Upcoming HPS events focus on Putnam County role in Civil War

Wednesday, May 23, 2012
Nicole Etcheson

Recently Ken Eitel, current president of the Heritage Preservation Society of Putnam County board, recalled the origins of the organization.

"In 1977, a few persons with determination and dedication founded the Heritage Preservation Society of Putnam County," Eitel said recently. "Thirty-five years later the organization has revitalized itself, dedicated (itself) to new objectives that raise community awareness and grasped the economic benefits of preserving and remembering our heritage."

To that purpose, annually in May, the Heritage Preservation Society (HPS) sets about scheduling local events designed to heighten interest in preserving the heritage of Putnam County and its families.

Having become aware of the current state of the Civil War Soldiers Monument at Forest Hill Cenetery, the choice this year has been to create awareness of the part that Putnam County played in the Civil War. And through that, HPS is reaching out to the community in an effort to build a local coalition to chart a path toward saving this important county monument from further ruin.

Two upcoming events are part of this effort. Partnering with the Putnam County Museum and exhibit of Civil War related items is scheduled to open at the museum. The focal point of the exhibit highlights the interests and talents of Avery Huffman of Bainbridge.

Huffman became interested in Civil War enactment at an early age as a visitor to Billie Creek Village in Parke County. Not long after, she began sewing garments to wear at Civil War re-enactments. Entering those garments in the Putnam County 4-H Fair, she won at the local fair and advanced to the State Fair Fashion Revue. In three separate years her efforts were awarded at the state level.

At 6:30 p.m. Thursday, May 24, Avery will appear in the most elaborate of her creations as she speaks about Civil War fashion and etiquette. Also included in the exhibit is a selection of men's re-enactment clothing on loan by Ken and Shawn Heeke, past participants in the local Archer's Brigade. Additionally several authentic Civil War artifacts never before exhibited will be part of the exhibit. Light refreshments will be served.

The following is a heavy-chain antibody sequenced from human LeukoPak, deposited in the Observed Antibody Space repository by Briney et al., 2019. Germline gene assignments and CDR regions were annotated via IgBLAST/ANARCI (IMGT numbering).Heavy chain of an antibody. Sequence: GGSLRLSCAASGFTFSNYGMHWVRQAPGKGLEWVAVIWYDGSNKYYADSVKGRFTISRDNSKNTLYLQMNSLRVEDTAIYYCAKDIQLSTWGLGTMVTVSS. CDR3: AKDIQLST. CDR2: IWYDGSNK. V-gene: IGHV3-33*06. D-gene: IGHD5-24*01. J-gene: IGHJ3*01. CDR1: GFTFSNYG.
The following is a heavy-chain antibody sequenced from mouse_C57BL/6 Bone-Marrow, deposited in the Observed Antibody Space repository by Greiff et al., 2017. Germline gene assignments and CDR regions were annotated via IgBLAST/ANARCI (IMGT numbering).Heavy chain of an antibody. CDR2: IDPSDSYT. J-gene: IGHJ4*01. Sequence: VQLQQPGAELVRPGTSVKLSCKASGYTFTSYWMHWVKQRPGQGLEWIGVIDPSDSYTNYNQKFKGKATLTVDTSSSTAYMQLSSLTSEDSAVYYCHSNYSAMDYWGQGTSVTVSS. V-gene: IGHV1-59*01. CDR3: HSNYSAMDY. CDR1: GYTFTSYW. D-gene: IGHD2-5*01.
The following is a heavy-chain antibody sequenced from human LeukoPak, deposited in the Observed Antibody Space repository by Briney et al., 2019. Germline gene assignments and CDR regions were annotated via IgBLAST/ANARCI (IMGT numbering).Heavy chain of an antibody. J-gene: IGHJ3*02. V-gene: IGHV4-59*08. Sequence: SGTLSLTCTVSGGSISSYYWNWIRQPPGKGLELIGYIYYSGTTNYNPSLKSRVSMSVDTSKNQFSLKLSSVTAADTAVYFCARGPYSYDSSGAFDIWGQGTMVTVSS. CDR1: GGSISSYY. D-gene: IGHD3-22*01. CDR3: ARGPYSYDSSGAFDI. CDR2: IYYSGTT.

HPS, in conjunction with The Putnam County Friends of the Library and the Putnam County Civil War Roundtable, have made arrangements for Nicole Etcheson, author of "A Generation at War, The Civil War Era in a Northern Community," to appear at a Brown Bag Lunch at the Putnam County Public Library at noon Thursday, May 31.

The book is a microhistory focused upon Putnam County from 1850 through 1870. As such the book was selected by the Organization of American Historians (OAH) to receive the 2012 Avery O. Craven Award, which is given annually for "the most original book on the coming of the Civil War, the Civil War years, or era of Reconstruction, with the exception of works of purely military history."

Etcheson, a Ball State University professor, will discuss the book and her research additionally signing copies for those in attendance. Books will be available for sale that day.

HPS encourages donations to a newly established Endowment Fund at the Putnam County Community Foundation. Foundation Executive Director Elaine Peck notes that donors will be getting a two-for-one match for their donations. With a five-year goal of $300,000, HPS hopes to eventually generate a $15,000 annual availability of funds to help in the undertaking of worthy Putnam County preservation projects.

Projects such as the restoration of the Civil War Soldiers' Monument will someday be candidates for the receipt of special funding from this new endowment fund. But that is down the road and for now efforts on behalf of the Civil War Soldiers' Monument will need to rely on creative community efforts to come to its rescue.

For questions on events or to express interest in the endowment fund or participation in "Restoration of a Civil War Icon," interested persons may call 848-1111 or 522-1430.

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